Marriage Revokes A Will

Keeping your Will updated is important, especially when there are changing circumstances and particularly when that changing circumstance is your marriage.  The reason for that is a marriage revokes a Will, subject to some exceptions, for any bequests, that is gifts in the Will, as well as any appointments, such as an Executor.  While the origin of this rule developed from common law and old British laws the reasoning behind it was firstly to protect spouses following a marriage and then subsequently protect the Will maker from a former spouse on a remarriage.

The problem being that it can work both for and against the Will maker depending on the circumstances.  A person mentioned in the Will may lose their entitlement or even an appointment under the Will, such as the case of an executor, upon the marriage occurring.  Legislation introduced in 2008 sought to rectify one aspect of this so that, from that date, if the person referred to was still married to the Will maker upon the Will makers death any gift or appointment to that spouse was not revoked.  But this does not change the situation for example if there were children in which case any gift/s or appointment to the children would be invalid.  The legislation won’t help though if the Will and marriage both occurred prior to March, 2008.

If you are contemplating marriage at all and decide to make a Will prior to the marriage occurring, or even in circumstances where you may not intend to marry but just in the chance you might, it is best to word the Will in a way that shows the Will makers intention was that the Will was still intended to be valid.  It is certainly a trap for the unwary and another reason to make sure that you obtain proper legal advice when preparing your Will.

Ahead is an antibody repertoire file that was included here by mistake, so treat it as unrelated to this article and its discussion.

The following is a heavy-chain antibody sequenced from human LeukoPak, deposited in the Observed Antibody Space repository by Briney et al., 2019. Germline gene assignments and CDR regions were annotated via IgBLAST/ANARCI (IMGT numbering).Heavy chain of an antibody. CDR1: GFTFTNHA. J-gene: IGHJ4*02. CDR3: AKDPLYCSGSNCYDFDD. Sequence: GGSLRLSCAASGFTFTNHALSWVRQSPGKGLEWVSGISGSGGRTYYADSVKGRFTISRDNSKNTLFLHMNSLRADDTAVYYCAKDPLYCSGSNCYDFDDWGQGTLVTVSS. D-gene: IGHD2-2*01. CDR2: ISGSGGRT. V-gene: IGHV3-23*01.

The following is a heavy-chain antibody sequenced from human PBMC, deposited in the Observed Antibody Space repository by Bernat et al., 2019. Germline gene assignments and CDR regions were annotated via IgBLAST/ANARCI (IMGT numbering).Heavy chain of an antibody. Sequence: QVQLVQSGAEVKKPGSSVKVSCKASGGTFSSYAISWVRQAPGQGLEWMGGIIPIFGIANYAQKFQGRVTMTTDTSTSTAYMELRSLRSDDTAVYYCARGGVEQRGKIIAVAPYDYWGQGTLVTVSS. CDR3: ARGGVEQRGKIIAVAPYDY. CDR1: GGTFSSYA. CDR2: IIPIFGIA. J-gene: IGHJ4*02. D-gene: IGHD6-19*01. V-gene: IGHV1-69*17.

So the question may arise then, what about divorces.  As might be expected a divorce will void any gifts or appointment to a former spouse unless the Will specifically states otherwise.  At least that would preserve any gift to other persons, such as the children.  So the rule is simply, don’t take chances, keep your Will up to date with your circumstances and seek legal advice if you have any intention to marry or get divorced.  If you would like help with your Will, give me a call.

This article was written by: Mark

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